PC Mag is reporting that Verizon is looking at a couple different ways to spread the good word of FiOS beyond the projected 18 million homes it'll reach in 2010, maybe by using less, um, fiber after that, according to tech chief Mark Wegleitner. Update: Verizon's Policy blog has a post that makes it clear they're still all about fiber after 2010, though they'll be using a combo of ways to bring broadband to less dense areas, maybe even 4G LTE stuff.
Right now, Verizon's FiOS network is built fiber-to-the-premises (FTTP), which means it's fiber all the way to your door, a fact it mercilessly (and rightly) lords over cable and AT&T's U-Verse. U-Verse is built as fiber to the node, where it's fiber to a box you share with your neighbors and connect to via copper or coax. It's slower than FiOS. But, FTTP buildout is really, really expensive-Verizon's spent $20 billion already, way more than AT&T.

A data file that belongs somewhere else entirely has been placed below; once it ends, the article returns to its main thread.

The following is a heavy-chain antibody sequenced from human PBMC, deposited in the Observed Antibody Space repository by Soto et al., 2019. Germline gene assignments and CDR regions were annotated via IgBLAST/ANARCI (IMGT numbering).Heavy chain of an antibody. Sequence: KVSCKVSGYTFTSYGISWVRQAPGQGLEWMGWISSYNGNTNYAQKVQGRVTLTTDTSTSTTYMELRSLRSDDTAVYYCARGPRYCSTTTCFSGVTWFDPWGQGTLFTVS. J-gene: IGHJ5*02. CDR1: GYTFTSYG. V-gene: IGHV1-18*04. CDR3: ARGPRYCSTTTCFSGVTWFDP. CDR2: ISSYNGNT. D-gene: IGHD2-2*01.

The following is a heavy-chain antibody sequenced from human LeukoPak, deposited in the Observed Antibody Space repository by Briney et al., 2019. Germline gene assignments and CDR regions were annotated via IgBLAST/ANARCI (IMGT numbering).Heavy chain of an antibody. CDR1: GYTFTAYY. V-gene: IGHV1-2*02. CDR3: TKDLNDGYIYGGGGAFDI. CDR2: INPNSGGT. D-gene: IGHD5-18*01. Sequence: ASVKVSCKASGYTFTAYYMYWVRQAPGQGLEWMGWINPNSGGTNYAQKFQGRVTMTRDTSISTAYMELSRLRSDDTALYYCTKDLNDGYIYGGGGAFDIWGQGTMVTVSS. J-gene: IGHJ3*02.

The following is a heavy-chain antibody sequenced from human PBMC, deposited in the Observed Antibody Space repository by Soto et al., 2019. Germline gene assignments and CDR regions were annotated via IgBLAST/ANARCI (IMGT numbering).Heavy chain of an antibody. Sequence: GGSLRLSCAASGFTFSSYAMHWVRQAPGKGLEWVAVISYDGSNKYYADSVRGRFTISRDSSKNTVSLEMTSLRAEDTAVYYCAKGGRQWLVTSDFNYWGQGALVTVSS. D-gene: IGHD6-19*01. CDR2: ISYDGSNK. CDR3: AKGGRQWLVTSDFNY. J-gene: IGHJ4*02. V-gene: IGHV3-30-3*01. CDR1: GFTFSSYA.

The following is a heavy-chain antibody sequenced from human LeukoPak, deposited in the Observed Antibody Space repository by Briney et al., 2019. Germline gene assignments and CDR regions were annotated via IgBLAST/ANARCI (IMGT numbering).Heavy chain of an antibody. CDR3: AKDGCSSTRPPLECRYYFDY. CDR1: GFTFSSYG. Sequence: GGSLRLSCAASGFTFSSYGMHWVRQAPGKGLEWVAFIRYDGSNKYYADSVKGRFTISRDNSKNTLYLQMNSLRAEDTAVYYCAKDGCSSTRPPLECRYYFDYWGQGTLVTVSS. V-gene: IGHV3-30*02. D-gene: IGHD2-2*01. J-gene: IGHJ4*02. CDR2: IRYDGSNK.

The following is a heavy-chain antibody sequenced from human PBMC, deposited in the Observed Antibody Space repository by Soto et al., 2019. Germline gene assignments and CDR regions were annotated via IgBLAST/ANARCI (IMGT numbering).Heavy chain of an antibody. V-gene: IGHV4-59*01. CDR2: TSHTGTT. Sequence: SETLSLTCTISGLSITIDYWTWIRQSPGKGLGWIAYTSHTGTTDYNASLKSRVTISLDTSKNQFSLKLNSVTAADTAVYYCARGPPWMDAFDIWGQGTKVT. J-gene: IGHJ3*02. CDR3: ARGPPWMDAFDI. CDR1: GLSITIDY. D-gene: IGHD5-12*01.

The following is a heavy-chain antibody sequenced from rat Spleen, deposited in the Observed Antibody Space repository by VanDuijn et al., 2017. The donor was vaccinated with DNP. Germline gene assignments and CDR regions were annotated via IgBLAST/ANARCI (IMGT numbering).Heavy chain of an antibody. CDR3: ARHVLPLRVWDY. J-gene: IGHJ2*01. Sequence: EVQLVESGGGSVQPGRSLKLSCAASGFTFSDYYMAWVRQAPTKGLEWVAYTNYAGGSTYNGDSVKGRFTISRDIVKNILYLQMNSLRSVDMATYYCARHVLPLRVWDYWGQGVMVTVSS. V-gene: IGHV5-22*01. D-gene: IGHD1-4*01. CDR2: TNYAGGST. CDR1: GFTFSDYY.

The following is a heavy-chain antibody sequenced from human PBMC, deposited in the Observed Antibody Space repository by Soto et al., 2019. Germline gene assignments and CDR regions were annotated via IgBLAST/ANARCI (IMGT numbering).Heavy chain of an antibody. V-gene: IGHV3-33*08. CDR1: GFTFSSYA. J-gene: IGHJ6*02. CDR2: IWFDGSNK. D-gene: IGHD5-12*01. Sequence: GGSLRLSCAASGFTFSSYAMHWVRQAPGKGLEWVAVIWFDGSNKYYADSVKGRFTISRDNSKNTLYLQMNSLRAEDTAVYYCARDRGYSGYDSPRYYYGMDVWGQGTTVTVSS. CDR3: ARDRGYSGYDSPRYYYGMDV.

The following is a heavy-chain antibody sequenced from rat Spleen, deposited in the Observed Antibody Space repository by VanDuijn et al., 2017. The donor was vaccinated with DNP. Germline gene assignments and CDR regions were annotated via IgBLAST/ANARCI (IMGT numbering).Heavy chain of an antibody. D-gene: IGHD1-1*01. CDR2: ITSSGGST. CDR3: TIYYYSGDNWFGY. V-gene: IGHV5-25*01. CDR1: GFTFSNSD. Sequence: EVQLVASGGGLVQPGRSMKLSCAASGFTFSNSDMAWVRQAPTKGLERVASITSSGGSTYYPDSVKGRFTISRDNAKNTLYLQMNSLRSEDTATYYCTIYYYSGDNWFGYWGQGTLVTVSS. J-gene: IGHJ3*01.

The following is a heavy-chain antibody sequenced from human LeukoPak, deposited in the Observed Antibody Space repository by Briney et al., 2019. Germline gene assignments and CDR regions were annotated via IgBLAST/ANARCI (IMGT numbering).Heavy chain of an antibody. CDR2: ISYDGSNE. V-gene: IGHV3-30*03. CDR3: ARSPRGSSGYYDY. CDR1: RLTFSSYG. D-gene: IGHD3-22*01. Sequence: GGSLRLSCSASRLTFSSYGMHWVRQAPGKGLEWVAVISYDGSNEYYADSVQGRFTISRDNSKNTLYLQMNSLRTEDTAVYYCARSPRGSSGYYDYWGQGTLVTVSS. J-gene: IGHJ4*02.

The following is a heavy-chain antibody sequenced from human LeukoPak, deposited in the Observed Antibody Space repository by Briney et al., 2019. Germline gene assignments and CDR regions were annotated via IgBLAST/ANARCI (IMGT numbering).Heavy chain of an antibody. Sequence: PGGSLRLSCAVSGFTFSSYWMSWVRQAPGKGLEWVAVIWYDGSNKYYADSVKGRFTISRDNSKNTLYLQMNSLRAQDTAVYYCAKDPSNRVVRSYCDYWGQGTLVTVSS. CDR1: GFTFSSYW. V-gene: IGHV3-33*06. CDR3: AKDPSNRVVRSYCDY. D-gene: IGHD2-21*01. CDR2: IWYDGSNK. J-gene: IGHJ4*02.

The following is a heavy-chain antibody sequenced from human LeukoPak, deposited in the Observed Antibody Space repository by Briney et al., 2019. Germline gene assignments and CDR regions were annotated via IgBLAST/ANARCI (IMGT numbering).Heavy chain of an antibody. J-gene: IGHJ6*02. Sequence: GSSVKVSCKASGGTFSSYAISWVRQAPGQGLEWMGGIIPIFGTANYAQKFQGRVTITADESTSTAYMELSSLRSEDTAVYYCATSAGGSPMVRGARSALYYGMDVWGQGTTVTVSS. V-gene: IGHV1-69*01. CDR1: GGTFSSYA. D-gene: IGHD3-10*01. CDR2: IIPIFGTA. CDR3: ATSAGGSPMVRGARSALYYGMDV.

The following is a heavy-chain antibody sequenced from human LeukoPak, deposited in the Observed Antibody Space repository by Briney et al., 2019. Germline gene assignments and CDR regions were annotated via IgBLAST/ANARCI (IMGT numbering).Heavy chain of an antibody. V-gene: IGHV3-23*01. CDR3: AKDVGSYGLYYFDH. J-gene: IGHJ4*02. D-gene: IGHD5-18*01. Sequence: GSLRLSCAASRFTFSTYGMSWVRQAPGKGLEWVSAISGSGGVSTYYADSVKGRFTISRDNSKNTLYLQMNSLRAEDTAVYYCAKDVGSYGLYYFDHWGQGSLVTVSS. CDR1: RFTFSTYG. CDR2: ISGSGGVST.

And spending even more to build fiber out to sparely populated areas doesn't make much economic sense, even if it is cheaper than expected. (As much as we all want our own personal fiber line.) So, they're leaking for a cheaper alternative, "another approach to FTTP," in Wegleitner's words. That's all well and good, as long as it's still fiber to my door. (Soon, please?) [PC Mag]